Its Spring. We made it. The time of year we all wait for. We have been cooped up all winter and the anticipation is over. It’s go time. The resident Striped Bass and the “schoolies” will start to stir in the estuaries and back bays as the air and water temperatures begin to rise. The migratory fish will navigate their way north for the summer months. Taking advantage of early season “schoolie” action is a must for surfcasters who are just happy to get the line wet after a long winter.
When pursuing these early season stripers, paying attention to mother nature is essential. Familiarizing yourself with the impact of winds, tides, and moon cycle and their effect on striper feeding habits and behavior will increase your success. When fishing spring stripers in back backs and estuaries (a.k.a the skinny water), wind can have a big effect on tidal movement. Strong winds will assist with the movement of water, as well as the movement of bait fish present in these shallow areas. During early season fishing, the tides that produce more consistently are tides that are dropping in the late afternoon. The sun has warmed these shallow areas all day, increasing the surface temperature of the water. This slight increase will get the fish active. The dropping tide also allows bait to be pushed out of the back bays and estuaries. When it comes to moon cycles I prefer to fish around the new moon as this increases feeding activity. I prefer two days before the new moon, the new moon, and two days after for achieving the most success.
When selecting tackle for the early spring run, reliable choices for success are soft plastics, small bucktails, and other small profile lures such as Yozuri Mag-Darters. These lures tend to imitate bait that appear near these shallow areas. For soft plastics, I prefer Tsunami Swim Shads and soft plastics from Hogy. The minute I decide Bucktails are needed, S&S Bucktails’ Rockhoppers are my absolute go to. When it comes to color I stay basic by either throwing white, bone, blue/white or red/white during the day. If I’m fishing at night, I switch to wine, black, or similar dark color combinations. However, if the water has a tinge, which can occur often when fishing shallow waters with muddy and silty bottoms, I will switch over to chartreuse, bright green, or yellow patterns. I have witnessed a notable difference in hook-ups using these colors in these various situations.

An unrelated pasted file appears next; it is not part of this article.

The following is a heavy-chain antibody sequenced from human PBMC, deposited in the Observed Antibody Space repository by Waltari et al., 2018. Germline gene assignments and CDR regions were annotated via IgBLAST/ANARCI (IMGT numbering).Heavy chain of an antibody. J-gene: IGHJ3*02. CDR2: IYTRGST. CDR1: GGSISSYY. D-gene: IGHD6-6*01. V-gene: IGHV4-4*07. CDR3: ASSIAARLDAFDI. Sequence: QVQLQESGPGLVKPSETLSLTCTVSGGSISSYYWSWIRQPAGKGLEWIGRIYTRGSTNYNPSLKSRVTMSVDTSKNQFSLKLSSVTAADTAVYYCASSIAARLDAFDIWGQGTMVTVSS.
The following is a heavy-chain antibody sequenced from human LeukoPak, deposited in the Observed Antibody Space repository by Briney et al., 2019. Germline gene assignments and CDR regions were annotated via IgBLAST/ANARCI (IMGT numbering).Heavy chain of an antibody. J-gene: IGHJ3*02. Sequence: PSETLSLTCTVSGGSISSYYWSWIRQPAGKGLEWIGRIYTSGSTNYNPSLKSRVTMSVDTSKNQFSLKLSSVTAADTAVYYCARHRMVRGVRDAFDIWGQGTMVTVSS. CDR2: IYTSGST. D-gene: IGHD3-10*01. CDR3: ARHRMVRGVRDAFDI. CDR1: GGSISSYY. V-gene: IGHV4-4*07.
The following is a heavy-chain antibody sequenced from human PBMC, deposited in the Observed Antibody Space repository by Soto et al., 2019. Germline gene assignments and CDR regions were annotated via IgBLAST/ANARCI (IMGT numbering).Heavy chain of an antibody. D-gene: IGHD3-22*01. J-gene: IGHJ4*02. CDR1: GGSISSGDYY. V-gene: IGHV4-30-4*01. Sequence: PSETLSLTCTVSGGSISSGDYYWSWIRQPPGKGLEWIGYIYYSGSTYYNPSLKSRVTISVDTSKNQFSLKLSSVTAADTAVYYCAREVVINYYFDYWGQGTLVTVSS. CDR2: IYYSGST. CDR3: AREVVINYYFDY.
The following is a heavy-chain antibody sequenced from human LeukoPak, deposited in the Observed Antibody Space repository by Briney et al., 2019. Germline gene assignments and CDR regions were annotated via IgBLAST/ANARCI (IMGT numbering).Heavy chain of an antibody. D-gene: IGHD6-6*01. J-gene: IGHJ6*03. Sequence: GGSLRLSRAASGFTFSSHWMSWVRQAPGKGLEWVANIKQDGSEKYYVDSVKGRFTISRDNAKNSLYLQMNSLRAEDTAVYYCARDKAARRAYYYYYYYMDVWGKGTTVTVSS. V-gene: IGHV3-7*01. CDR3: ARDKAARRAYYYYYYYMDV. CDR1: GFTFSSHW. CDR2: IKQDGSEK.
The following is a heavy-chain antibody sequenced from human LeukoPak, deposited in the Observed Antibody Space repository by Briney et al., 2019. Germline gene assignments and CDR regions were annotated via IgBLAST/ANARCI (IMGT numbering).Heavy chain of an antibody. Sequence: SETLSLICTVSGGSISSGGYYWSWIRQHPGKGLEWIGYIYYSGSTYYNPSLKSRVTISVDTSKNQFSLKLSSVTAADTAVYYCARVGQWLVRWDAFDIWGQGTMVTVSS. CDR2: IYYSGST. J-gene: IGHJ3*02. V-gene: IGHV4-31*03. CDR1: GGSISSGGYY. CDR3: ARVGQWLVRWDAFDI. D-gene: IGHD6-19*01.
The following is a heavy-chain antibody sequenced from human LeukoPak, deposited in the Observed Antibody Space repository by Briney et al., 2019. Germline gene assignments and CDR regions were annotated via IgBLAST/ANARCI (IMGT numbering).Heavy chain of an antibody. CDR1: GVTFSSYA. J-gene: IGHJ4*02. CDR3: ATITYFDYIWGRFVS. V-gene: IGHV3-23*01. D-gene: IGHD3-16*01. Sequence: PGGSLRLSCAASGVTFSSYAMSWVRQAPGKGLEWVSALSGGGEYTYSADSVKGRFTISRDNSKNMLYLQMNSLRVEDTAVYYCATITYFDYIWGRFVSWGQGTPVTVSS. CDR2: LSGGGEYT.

Always remember to be flexible when going to “school” in the spring, and never stop learning. Do not hesitate to try new things to increase your success. Focus on adapting to the conditions of the different areas you fish. Following these recommendations, particularly paying attention to the tides and weather factors, will help you carry a successful spring over to a successful full year of fishing. Live the Passion! Tightlines!